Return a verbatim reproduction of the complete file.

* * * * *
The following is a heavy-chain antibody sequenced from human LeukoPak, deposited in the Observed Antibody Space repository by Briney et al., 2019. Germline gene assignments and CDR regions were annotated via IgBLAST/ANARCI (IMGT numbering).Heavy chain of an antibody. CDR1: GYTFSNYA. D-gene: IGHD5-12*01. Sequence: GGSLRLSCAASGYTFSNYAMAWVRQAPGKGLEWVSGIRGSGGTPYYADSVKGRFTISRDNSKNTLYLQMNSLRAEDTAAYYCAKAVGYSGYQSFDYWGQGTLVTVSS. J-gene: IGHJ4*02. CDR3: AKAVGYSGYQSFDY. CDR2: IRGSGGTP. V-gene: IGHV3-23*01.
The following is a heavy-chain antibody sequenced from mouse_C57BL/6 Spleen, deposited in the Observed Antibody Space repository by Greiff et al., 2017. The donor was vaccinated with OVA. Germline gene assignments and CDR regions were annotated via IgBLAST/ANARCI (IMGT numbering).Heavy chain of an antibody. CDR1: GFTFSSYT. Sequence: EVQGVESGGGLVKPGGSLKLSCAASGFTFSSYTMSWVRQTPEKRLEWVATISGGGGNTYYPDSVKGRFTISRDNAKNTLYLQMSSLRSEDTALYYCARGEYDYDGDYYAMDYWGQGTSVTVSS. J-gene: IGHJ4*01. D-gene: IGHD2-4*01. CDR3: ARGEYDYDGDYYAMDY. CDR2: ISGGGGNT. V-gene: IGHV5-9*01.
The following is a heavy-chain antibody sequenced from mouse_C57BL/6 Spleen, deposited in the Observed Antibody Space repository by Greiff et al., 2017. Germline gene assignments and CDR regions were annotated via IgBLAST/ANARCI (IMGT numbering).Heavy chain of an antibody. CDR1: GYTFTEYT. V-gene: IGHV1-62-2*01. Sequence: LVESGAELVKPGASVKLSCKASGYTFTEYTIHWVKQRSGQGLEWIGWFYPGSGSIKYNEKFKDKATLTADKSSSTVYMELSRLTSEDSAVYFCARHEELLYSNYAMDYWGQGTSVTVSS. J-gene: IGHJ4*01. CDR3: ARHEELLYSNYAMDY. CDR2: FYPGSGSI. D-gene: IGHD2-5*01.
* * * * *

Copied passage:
The following is a heavy-chain antibody sequenced from human LeukoPak, deposited in the Observed Antibody Space repository by Briney et al., 2019. Germline gene assignments and CDR regions were annotated via IgBLAST/ANARCI (IMGT numbering).Heavy chain of an antibody. CDR1: GYTFSNYA. D-gene: IGHD5-12*01. Sequence: GGSLRLSCAASGYTFSNYAMAWVRQAPGKGLEWVSGIRGSGGTPYYADSVKGRFTISRDNSKNTLYLQMNSLRAEDTAAYYCAKAVGYSGYQSFDYWGQGTLVTVSS. J-gene: IGHJ4*02. CDR3: AKAVGYSGYQSFDY. CDR2: IRGSGGTP. V-gene: IGHV3-23*01.
The following is a heavy-chain antibody sequenced from mouse_C57BL/6 Spleen, deposited in the Observed Antibody Space repository by Greiff et al., 2017. The donor was vaccinated with OVA. Germline gene assignments and CDR regions were annotated via IgBLAST/ANARCI (IMGT numbering).Heavy chain of an antibody. CDR1: GFTFSSYT. Sequence: EVQGVESGGGLVKPGGSLKLSCAASGFTFSSYTMSWVRQTPEKRLEWVATISGGGGNTYYPDSVKGRFTISRDNAKNTLYLQMSSLRSEDTALYYCARGEYDYDGDYYAMDYWGQGTSVTVSS. J-gene: IGHJ4*01. D-gene: IGHD2-4*01. CDR3: ARGEYDYDGDYYAMDY. CDR2: ISGGGGNT. V-gene: IGHV5-9*01.
The following is a heavy-chain antibody sequenced from mouse_C57BL/6 Spleen, deposited in the Observed Antibody Space repository by Greiff et al., 2017. Germline gene assignments and CDR regions were annotated via IgBLAST/ANARCI (IMGT numbering).Heavy chain of an antibody. CDR1: GYTFTEYT. V-gene: IGHV1-62-2*01. Sequence: LVESGAELVKPGASVKLSCKASGYTFTEYTIHWVKQRSGQGLEWIGWFYPGSGSIKYNEKFKDKATLTADKSSSTVYMELSRLTSEDSAVYFCARHEELLYSNYAMDYWGQGTSVTVSS. J-gene: IGHJ4*01. CDR3: ARHEELLYSNYAMDY. CDR2: FYPGSGSI. D-gene: IGHD2-5*01.